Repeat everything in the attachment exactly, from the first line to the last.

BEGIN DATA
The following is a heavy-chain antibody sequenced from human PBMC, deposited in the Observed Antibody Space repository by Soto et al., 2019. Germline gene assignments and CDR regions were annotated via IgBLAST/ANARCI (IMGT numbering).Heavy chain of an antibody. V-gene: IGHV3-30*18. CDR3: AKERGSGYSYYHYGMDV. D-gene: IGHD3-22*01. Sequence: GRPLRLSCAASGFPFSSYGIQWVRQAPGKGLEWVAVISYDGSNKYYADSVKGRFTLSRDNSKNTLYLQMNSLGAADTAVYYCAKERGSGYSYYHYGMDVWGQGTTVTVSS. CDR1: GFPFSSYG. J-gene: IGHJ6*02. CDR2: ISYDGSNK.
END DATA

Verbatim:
The following is a heavy-chain antibody sequenced from human PBMC, deposited in the Observed Antibody Space repository by Soto et al., 2019. Germline gene assignments and CDR regions were annotated via IgBLAST/ANARCI (IMGT numbering).Heavy chain of an antibody. V-gene: IGHV3-30*18. CDR3: AKERGSGYSYYHYGMDV. D-gene: IGHD3-22*01. Sequence: GRPLRLSCAASGFPFSSYGIQWVRQAPGKGLEWVAVISYDGSNKYYADSVKGRFTLSRDNSKNTLYLQMNSLGAADTAVYYCAKERGSGYSYYHYGMDVWGQGTTVTVSS. CDR1: GFPFSSYG. J-gene: IGHJ6*02. CDR2: ISYDGSNK.